Further complicating the fitting process is the need to adapt the aid to the patient's ear canal. Each canal has a unique shape that must be taken into consideration when designing the mold used to place the aid in contact with the external ear. A poorly fit earmold or shell can cripple an otherwise excellent hearing aid through either unwanted acoustic feedback (often in the form of harsh whistling) or by changing the resonance characteristics of the aid, making it more difficult to understand spoken language. Moreover, the earmold, by virtue of its insertion into the canal, acts as a plug, blocking the passage of sound into the ear, and can distort the perception of the speaker's own voice unless special precautions are taken. If the earmold is fit incorrectly it can be improperly vented and thus lessen the hearing aid's efficacy.
Because of the highly technical nature of the hearing-aid fitting process it is difficult to achieve an optimum outcome in the absence of a careful, time- intensive evaluation that is accompanied by a fine-tuning of the aid's adjustable (software) settings. A typical fitting requires three to eight hours to perform, distributed over a period of six weeks. Key to a successful fit is the patient learning to adapt to the aid over the initial three to six months of wear. Often this adjustment process requires multiple adjustments of the hearing aid. Without such fine-tuning the patient is unlikely to wear the aid consistently and thereby achieve the optimum benefits provided by the device.
What are the consequences of a poorly fit hearing aid? A study published in 1984 by Silmanand colleagues suggests that the absence of a properly fit aid can wreak enormous damage on an individual's ability to communicate (Silman et al., 1984). In that study the ability of 44 patients to understand speech was evaluated over a fifteen-year interval. Although both ears of the patient experienced a comparable deficit at the study's start, only a single aid was prescribed. The ear lacking the aid was far less capable of understanding speech at the study's conclusion than the aided ear (all other factors being equal). The absence of proper acoustic input appears to have lessened the ability of the auditory system and the brain to accurately process and decode speech. It is unclear whether such damage could be rectified, even with the most sophisticated hearing-aid technology. Thus, there is a risk of permanent hearing (and attendant cognitive) impairment in the absence of timely, well-executed intervention. This is an important consideration when evaluating the long-term efficacy of non-custom- fit, over-the-counter hearing aids, such as those currently marketed by Songbird and other companies.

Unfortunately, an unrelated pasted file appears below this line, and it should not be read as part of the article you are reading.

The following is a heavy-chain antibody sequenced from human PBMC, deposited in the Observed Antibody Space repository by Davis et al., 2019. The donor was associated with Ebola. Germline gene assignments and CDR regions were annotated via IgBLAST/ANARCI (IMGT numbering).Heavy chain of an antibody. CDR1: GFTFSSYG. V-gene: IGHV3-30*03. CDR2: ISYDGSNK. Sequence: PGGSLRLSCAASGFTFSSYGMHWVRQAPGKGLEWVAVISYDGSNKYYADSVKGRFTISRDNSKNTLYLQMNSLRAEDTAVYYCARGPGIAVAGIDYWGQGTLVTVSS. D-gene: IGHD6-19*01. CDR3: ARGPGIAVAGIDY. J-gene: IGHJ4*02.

The procedure for fitting a hearing aid is complex and time consuming if performed properly. It involves at least four separate stages of evaluation, analysis, tuning and adjustment.
First, the patient's hearing capabilities have to be evaluated and the etiology of the deficit determined. A detailed medical history is collected and a physical examination of the external and middle ear performed. Deficits of non-sensorineural origin (such as an acoustic tumor or infection of the middle ear) are referred to the appropriate clinician for consultation. The hearing evaluation consists of a number of audiometric tests, each designed to ascertain a patient's residual hearing capacity, as well as measure the ability to understand speech under controlled acoustic conditions. During this initial session a custom earmold impression is made.
The second visit focuses on how best to present sound (particularly speech) to the patient. Special tests are performed to assess the patient's auditory capabilities over a broad range of listening conditions using state-of-the-art digital technology. These tests provide an objective basis with which to select the type of hearing aid most likely to improve the patient's listening capabilities. This process is based on objective methods using sophisticated acoustic- measurement equipment, as well as subjective criteria that largely pertain to speech communication. The next stage in the fitting involves a demonstration and discussion of the relative merits of various types of hearing aid. This process often requires time and intricate adjustment to accomplish. The client becomes a knowledgeable participant in the appropriate choice of the hearing aid he/she will be wearing.
Once the hearing aid and earmold have been selected and properly fit it is necessary to fine-tune the aid and verify its efficacy. This third stage requires both objective and subjective methods of evaluation. First, it is necessary to determine audibility at different frequencies with the aid in place. Moreover, it is important to ensure that the subjective magnitude (loudness) of these frequencies is relatively equal and balanced across the spectrum. Second, the aid is evaluated with respect to how well the patient understands speech in a variety of listening situations representative of the real world. Speech intelligibility is assessed in both quiet and noisy conditions, with and without reverberation. In addition, the patient's reliance on visual speech cues (lipreading) is assessed independently, in order to adjust the spectral balance of the aid and optimize its performance in face-to-face interaction. It is also important to tune the aid so that sound seems natural and clear - otherwise, the patient is unlikely to wear the aid throughout the course of the day. This process of "customization" is crucial for the ultimate success of the hearing aid.
After this initial three-stage fitting procedure is completed the patient is ready to begin wearing the aid on a daily basis. However, the process of fine-tuning the aid is far from done. Over the next several weeks the patient evaluates the aid in a wide range of listening environments and works with the dispenser to optimize its performance during follow-up visits. This period of adjustment and fine-tuning is guided partly by the initial hearing tests but is also influenced by the patient's feedback over the first few weeks' experience with the aid, as well as by his/her ability to adapt to changes in the way sound is perceived and interpreted.